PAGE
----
27 April 2009

Monday Pain (and I don't mean "bread")

So I got a late start today. I'm still recovering from all the muscles I sprained on last Friday's item.

  • RIP J.G. Ballard, who never stopped writing speculative fiction even when commercial considerations demanded that he deny that he wrote speculative fiction. Or maybe he just didn't like the pointy ears... or idiot assumptions that all speculative fiction involves pointy ears?
  • Congratulations to all of the Nebula winners (and other SFWA honorees). Now that there have been rule changes, maybe they'll become easier to decipher. Let's not forget the Tiptree winners and honorable mentions, either, nor the LA Times book awards (even if they can't be bothered to have an award for the category that spawned the novel).
  • Congratulations, Sir Cliff Richard: your inept pathetic warblings are now protected for seventy years, not fifty, under EU copyright. Should we call this the "Squeaky Mouse Copyright Extension Act", so that it parallels the US "Mickey Mouse Copyright Term Extension Act" that was put forth in Sonny Bono's name in 1998? It's probably going to just act like bamboo shoots under the Pirate Bay founders' fingernails.
  • Speaking of torture, consider the flawed adoption of SERE techniques as eminently predictable.
  • Nicholas Clee comments on celebrity titles killing the book trade in the UK. On one tentacle, it is Clee, so one must take his pontificating with a ten-pound bag of salt. On another tentacle, he's right, for fundamental economic reasons. On yet another tentacle, it's not going to change behavior due to scaling effects... and that's predictable from basic macroeconomic principles. On a fourth tentacle, nobody is asking the real question: Why was the "celebrity book" adopted as a benchmark in the first place? And on a fifth tentacle, the fact that Nicholas Clee himself rose to prominence within what passes for publishing journalism by turning S&M dorks inside of publishing into quasicelebrities adds an interesting twist... or just indicates that he thinks we're all suckers.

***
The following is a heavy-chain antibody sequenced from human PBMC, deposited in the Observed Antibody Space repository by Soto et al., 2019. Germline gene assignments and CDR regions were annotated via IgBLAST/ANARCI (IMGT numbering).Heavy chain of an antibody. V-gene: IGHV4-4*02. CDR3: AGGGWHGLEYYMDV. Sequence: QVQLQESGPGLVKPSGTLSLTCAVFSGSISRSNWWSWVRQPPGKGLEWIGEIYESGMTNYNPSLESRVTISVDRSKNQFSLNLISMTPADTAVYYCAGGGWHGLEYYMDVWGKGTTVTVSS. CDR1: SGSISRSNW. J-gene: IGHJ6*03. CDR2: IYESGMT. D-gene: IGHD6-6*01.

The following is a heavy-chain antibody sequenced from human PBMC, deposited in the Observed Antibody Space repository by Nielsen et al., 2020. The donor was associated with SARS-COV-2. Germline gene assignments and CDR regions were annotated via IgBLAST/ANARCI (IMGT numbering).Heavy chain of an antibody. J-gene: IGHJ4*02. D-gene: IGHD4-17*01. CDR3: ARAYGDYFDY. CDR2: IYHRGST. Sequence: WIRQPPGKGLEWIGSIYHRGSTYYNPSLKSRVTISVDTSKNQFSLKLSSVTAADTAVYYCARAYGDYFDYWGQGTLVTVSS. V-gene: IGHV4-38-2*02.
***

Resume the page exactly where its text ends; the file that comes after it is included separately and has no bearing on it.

• As a sideways follow-on, some maroons are trying to blame Hollywood for Wall Street's ethics problems; their claim is that without Hollywood's depiction of Gordon Gekko, he wouldn't exist. Umm, right; "life imitates art"? Actually, there's a simultaneously more-complex and simpler explanation: Measuring success by short-term numbers that may, or may not, have any real significance... but, since they're numbers, they're easy to compare, and even easier to whinge about for archly political purposes (in, as Orwell suggests, the broadest possible meaning of "political").
  • UVa professor Mark Edmundson suggests giving up literary readings for reading the books in question. On one tentacle, this is a "well, duhhhh" suggestion: Of course one should look at the primary source materials in order to form an opinion! On another tentacle, though, it reflects a serious reasoning error; secondary sources should be viewed as a supplement, not a substitute, for the primary sources. Perhaps it's as much the tyranny of the three-credit-hour course as much as anything else, with contemporary student expectations of homework loads (which is to say "none"!) driving down the amount of reading that can be assigned. For example, I compared the expected reading load for the required Shakespeare class here at the U of I with the one I took mumblemumble years ago at Wash U and was shocked; not only did we read more plays and poems, but we also had some significant secondary reading in the syllabus... all for a three-credit class. And yes, as a matter of fact I did walk uphill to school both ways (there was a significant valley between my house and the school, 15m at the school end and 40m at the residence end).